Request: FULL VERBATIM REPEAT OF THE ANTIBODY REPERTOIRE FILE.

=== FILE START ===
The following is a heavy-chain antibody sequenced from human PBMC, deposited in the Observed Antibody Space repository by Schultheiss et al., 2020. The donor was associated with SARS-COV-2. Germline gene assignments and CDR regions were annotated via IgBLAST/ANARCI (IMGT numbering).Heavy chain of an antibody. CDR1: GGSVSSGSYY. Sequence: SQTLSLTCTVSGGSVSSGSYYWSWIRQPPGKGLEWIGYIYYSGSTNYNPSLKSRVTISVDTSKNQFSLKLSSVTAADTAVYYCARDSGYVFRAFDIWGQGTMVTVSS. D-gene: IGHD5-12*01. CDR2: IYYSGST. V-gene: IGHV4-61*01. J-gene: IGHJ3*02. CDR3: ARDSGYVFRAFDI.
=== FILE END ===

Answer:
The following is a heavy-chain antibody sequenced from human PBMC, deposited in the Observed Antibody Space repository by Schultheiss et al., 2020. The donor was associated with SARS-COV-2. Germline gene assignments and CDR regions were annotated via IgBLAST/ANARCI (IMGT numbering).Heavy chain of an antibody. CDR1: GGSVSSGSYY. Sequence: SQTLSLTCTVSGGSVSSGSYYWSWIRQPPGKGLEWIGYIYYSGSTNYNPSLKSRVTISVDTSKNQFSLKLSSVTAADTAVYYCARDSGYVFRAFDIWGQGTMVTVSS. D-gene: IGHD5-12*01. CDR2: IYYSGST. V-gene: IGHV4-61*01. J-gene: IGHJ3*02. CDR3: ARDSGYVFRAFDI.